We played through the reel  we learnt last week, while some people were clapping on the beat in the A part, and on the off beats in the B part, which mirrored the bowing and emphases we were using in the tune. Then the people clapping tried clapping on the off beat in the A part, and the on beat in the B part.

And now here’s a wee bit of light relief!

Playing with precision

Playing with precision

We spent more time tonight on thinking about playing with precision, and how to use control of the bow to achieve this. At the start of the evening, we briefly revisited the bow hold. It’s important that the bowing hand has a comfortable position, where it can be completely relaxed throughout the full length of the bow stroke. We tried giving our bowing arm a good shake out, and let it dangle by our side, being aware of how relaxed the hand is in this position. We’re aiming for that same relaxation when we pick the bow up. Once we have established a comfortable bow hold, the fingers need to be able to move with the bow, minutely adjusting throughout the full bow stroke, to keep the bow moving in a straight line.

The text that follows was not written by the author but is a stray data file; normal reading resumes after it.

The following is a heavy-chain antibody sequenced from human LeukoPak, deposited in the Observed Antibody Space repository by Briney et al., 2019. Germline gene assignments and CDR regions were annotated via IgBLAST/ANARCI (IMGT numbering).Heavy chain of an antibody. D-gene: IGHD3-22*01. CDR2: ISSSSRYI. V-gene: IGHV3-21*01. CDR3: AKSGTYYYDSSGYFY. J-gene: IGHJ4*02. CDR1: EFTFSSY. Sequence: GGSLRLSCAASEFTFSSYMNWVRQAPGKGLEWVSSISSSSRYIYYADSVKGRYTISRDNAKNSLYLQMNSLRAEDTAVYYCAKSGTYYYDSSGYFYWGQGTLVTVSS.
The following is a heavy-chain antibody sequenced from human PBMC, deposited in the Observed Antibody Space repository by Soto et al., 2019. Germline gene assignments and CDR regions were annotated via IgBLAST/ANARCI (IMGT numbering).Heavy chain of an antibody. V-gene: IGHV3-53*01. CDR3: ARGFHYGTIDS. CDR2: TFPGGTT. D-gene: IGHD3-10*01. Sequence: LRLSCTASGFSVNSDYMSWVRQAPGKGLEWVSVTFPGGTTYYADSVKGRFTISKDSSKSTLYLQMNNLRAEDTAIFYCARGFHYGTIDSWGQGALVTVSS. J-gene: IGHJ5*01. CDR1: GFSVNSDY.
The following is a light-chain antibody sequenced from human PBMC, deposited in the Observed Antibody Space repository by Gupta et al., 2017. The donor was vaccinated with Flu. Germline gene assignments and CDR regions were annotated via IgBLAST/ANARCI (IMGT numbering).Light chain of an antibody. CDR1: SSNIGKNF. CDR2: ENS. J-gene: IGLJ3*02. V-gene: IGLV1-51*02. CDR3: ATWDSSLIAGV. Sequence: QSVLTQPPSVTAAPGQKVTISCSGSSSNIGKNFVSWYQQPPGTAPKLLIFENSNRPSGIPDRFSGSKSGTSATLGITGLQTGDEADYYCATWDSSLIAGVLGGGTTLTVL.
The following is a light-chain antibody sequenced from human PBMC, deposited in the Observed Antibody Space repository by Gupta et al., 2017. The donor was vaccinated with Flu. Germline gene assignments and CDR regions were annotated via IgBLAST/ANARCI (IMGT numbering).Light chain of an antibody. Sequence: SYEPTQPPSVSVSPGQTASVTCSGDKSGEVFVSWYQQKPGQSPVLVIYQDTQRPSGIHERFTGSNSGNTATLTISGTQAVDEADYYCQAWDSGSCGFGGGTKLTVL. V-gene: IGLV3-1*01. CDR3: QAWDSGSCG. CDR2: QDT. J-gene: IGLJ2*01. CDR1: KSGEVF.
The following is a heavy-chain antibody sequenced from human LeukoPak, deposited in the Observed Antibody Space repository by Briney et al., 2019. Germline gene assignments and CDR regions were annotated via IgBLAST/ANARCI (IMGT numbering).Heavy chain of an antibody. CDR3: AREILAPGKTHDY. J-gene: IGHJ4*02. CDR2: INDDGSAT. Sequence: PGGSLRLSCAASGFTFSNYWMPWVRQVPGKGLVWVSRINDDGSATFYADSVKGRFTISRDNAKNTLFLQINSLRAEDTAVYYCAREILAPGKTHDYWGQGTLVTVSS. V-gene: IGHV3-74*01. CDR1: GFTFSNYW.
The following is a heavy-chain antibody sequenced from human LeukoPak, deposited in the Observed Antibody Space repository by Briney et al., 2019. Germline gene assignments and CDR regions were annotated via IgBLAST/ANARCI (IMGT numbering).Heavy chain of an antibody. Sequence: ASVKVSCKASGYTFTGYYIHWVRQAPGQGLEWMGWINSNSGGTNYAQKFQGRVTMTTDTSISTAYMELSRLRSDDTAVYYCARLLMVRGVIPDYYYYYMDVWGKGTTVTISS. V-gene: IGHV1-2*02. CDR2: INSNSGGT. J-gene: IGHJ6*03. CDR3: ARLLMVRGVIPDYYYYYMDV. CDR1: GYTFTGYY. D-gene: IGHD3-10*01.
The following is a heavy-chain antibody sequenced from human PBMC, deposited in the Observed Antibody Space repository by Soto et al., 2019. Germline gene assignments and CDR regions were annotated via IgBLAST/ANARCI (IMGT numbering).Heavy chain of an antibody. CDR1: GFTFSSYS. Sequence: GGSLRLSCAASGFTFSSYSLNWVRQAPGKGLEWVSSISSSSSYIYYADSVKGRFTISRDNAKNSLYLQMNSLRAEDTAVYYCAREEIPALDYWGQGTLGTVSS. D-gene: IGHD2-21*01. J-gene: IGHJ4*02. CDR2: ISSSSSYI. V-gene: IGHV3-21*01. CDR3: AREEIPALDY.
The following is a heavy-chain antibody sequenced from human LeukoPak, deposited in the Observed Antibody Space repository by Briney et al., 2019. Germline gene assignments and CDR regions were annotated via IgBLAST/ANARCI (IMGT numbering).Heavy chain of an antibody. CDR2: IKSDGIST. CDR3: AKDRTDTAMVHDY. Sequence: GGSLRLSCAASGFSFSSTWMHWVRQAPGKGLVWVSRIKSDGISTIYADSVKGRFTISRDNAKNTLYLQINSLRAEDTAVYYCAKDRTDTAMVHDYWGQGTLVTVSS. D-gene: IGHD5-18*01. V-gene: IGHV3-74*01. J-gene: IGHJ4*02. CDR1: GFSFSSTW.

A fiddle player's bow hold, seen from underneath
Photo ©Ros Gasson

We played some long open notes, paying attention to keeping the hand and all the fingers completely relaxed.

Vertical movement of the bow

We then worked on developing our control over the vertical movement of the bow during the bow stroke. Using the centre of the length of the bow, we worked on using the index finger to dig in at the start of the note . The stick of the bow pushes down towards the bow’s hairs at the start of the note when you have this right. At that same moment, the weight of the arm is transferred through the elbow and wrist into the bow, helping us to really ‘dig in’ to the note to give it a clear start point. We then immediately release the pressure with the first finger. If the hand and fingers are completely relaxed at this point, it allows the natural springiness of the stick of the bow to straighten the bow out again, lifting the bow slightly upwards from the strings. It’s possible to use fine control of the amount of pressure used on the bow to control whether the bow lifts right off the string or not at this point. Lifting it just clear of the string will create a tiny space in between individual notes, giving the music a sense of ‘bounce’, and also making each note sound crisp, with a very clear start and finish.

This video shows the action of the first finger on the bow quite clearly